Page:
Posted on Wednesday, April 29th, 2009 by Brendon Connelly
One of the interesting little sidebar points to this story is that it comes from Showbiz 411. Launched just last week, this is the site owned and run by Roger Friedman who, you might remember, is the Fox journalist pushed out for downloading and reviewing the Wolverine workprint. As far as I can tell, Showbiz 411 offers just about the same kind of material but now Friedman is accountable only to himself.
Friedman’s report tells us that the script for Ridley Scott‘s Robin Hood is being rewritten once again, this time by the incredible Tom Stoppard. If you aren’t familiar with Stoppard’s work as the consummate playwright (examples: The Coast of Utopia, The Real Inspector Hound, Rosencrantz and Guildenstern are Dead) then you may well know him from his screenwriting (examples: Enigma, Brazil, Shakespeare in Love).
I’m an ardent supporter of Stoppard, not only in his widely and openly acclaimed work for the stage but also his less regularly celebrated writing for the screen. Indeed, Brazil is my candidate for the greatest film ever made and Stoppard certainly seems to have been responsible to a great degree.
There have been any number of drafts of Robin Hood, since it was conceived as Nottingham by Ethan Reiff and Cyrus Voris. The last announced rewriter was Brian Helgeland and at that point it was apparently being conceived as a fairly straight-up Robin Hood and Merry Men story. Prior to this straight-up stance, though, there seemed to be a few trick narratives being tried on, from one that showcased the Sheriff of Nottingham as a misunderstood antagonist and another that had Robin Hood and the Sheriff revealed to be one and the same. I’d be prepared to bet that Stoppard has been charged with adding some kind of spin to the story.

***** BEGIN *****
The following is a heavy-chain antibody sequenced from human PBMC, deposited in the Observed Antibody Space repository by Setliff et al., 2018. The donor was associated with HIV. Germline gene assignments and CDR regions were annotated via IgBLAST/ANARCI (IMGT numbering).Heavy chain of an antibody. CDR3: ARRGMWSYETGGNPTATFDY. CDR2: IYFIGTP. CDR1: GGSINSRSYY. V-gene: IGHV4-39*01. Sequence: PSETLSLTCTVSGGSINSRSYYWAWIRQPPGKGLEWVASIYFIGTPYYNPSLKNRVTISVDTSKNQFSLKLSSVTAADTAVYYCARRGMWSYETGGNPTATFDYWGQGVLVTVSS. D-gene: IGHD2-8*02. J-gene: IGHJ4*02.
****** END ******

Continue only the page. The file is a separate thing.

Other reports from the set have suggested that the general approach being taken is not at all dissimilar to that of Gladiator, with this being a kind of stylistic follow up. In my mind this doesn’t gel entirely with the appointment of Stoppard, typically renowned for a witty style and an abundance of cunning and playful details, but only time will tell just what Scott is creating from the ever shifting screenplay.